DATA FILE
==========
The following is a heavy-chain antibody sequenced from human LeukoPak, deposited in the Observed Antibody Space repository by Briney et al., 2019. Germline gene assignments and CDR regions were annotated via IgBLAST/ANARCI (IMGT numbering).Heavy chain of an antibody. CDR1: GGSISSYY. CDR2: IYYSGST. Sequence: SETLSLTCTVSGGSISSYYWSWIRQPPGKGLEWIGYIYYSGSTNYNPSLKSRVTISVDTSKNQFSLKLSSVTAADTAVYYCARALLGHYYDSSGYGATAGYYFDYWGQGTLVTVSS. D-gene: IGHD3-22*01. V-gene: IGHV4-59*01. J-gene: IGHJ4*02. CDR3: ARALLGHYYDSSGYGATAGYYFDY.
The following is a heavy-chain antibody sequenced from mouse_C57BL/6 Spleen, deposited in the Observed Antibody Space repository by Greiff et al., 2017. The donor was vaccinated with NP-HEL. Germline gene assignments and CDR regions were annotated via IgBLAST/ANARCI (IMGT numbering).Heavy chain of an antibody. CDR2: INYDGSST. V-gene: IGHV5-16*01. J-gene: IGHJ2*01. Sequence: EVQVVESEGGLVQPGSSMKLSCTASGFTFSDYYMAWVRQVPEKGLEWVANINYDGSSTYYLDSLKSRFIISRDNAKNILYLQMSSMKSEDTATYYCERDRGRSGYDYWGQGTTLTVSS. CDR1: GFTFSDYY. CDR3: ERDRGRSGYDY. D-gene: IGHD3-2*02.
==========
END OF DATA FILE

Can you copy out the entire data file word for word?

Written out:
The following is a heavy-chain antibody sequenced from human LeukoPak, deposited in the Observed Antibody Space repository by Briney et al., 2019. Germline gene assignments and CDR regions were annotated via IgBLAST/ANARCI (IMGT numbering).Heavy chain of an antibody. CDR1: GGSISSYY. CDR2: IYYSGST. Sequence: SETLSLTCTVSGGSISSYYWSWIRQPPGKGLEWIGYIYYSGSTNYNPSLKSRVTISVDTSKNQFSLKLSSVTAADTAVYYCARALLGHYYDSSGYGATAGYYFDYWGQGTLVTVSS. D-gene: IGHD3-22*01. V-gene: IGHV4-59*01. J-gene: IGHJ4*02. CDR3: ARALLGHYYDSSGYGATAGYYFDY.
The following is a heavy-chain antibody sequenced from mouse_C57BL/6 Spleen, deposited in the Observed Antibody Space repository by Greiff et al., 2017. The donor was vaccinated with NP-HEL. Germline gene assignments and CDR regions were annotated via IgBLAST/ANARCI (IMGT numbering).Heavy chain of an antibody. CDR2: INYDGSST. V-gene: IGHV5-16*01. J-gene: IGHJ2*01. Sequence: EVQVVESEGGLVQPGSSMKLSCTASGFTFSDYYMAWVRQVPEKGLEWVANINYDGSSTYYLDSLKSRFIISRDNAKNILYLQMSSMKSEDTATYYCERDRGRSGYDYWGQGTTLTVSS. CDR1: GFTFSDYY. CDR3: ERDRGRSGYDY. D-gene: IGHD3-2*02.